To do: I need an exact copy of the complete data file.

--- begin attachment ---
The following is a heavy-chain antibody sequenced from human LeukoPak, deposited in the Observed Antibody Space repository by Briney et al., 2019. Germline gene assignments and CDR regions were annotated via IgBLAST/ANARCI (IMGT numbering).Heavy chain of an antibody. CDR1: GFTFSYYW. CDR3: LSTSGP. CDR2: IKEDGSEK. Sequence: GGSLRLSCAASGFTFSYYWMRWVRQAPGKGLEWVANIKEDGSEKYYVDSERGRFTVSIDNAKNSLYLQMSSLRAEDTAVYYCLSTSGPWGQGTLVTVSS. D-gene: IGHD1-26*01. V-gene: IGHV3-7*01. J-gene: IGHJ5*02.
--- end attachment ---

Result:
The following is a heavy-chain antibody sequenced from human LeukoPak, deposited in the Observed Antibody Space repository by Briney et al., 2019. Germline gene assignments and CDR regions were annotated via IgBLAST/ANARCI (IMGT numbering).Heavy chain of an antibody. CDR1: GFTFSYYW. CDR3: LSTSGP. CDR2: IKEDGSEK. Sequence: GGSLRLSCAASGFTFSYYWMRWVRQAPGKGLEWVANIKEDGSEKYYVDSERGRFTVSIDNAKNSLYLQMSSLRAEDTAVYYCLSTSGPWGQGTLVTVSS. D-gene: IGHD1-26*01. V-gene: IGHV3-7*01. J-gene: IGHJ5*02.